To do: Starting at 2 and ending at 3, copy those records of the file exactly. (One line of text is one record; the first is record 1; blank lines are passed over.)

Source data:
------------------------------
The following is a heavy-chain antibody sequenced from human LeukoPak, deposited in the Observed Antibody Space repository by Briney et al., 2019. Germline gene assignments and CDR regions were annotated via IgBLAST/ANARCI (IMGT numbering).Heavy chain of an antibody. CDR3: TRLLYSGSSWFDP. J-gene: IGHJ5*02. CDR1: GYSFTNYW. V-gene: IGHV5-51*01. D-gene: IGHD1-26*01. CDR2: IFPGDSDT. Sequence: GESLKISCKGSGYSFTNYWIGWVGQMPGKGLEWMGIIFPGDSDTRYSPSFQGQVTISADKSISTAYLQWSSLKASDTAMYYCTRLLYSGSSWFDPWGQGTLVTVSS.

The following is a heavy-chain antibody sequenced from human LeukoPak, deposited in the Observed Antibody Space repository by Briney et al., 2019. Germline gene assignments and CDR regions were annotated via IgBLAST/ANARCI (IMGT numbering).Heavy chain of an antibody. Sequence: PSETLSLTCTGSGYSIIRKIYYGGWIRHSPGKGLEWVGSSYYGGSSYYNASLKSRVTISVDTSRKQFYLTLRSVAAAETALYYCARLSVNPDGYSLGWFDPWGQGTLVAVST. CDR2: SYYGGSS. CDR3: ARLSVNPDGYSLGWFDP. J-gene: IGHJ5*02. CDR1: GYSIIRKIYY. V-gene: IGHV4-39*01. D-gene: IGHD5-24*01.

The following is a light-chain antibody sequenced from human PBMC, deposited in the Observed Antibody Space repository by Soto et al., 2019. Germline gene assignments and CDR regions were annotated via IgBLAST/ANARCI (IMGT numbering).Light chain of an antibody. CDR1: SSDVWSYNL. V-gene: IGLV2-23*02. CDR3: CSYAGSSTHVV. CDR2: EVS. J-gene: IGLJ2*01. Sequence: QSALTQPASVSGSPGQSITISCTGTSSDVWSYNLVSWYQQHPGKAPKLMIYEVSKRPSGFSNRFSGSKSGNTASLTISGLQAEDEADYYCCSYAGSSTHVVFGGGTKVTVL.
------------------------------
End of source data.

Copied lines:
The following is a heavy-chain antibody sequenced from human LeukoPak, deposited in the Observed Antibody Space repository by Briney et al., 2019. Germline gene assignments and CDR regions were annotated via IgBLAST/ANARCI (IMGT numbering).Heavy chain of an antibody. Sequence: PSETLSLTCTGSGYSIIRKIYYGGWIRHSPGKGLEWVGSSYYGGSSYYNASLKSRVTISVDTSRKQFYLTLRSVAAAETALYYCARLSVNPDGYSLGWFDPWGQGTLVAVST. CDR2: SYYGGSS. CDR3: ARLSVNPDGYSLGWFDP. J-gene: IGHJ5*02. CDR1: GYSIIRKIYY. V-gene: IGHV4-39*01. D-gene: IGHD5-24*01.

The following is a light-chain antibody sequenced from human PBMC, deposited in the Observed Antibody Space repository by Soto et al., 2019. Germline gene assignments and CDR regions were annotated via IgBLAST/ANARCI (IMGT numbering).Light chain of an antibody. CDR1: SSDVWSYNL. V-gene: IGLV2-23*02. CDR3: CSYAGSSTHVV. CDR2: EVS. J-gene: IGLJ2*01. Sequence: QSALTQPASVSGSPGQSITISCTGTSSDVWSYNLVSWYQQHPGKAPKLMIYEVSKRPSGFSNRFSGSKSGNTASLTISGLQAEDEADYYCCSYAGSSTHVVFGGGTKVTVL.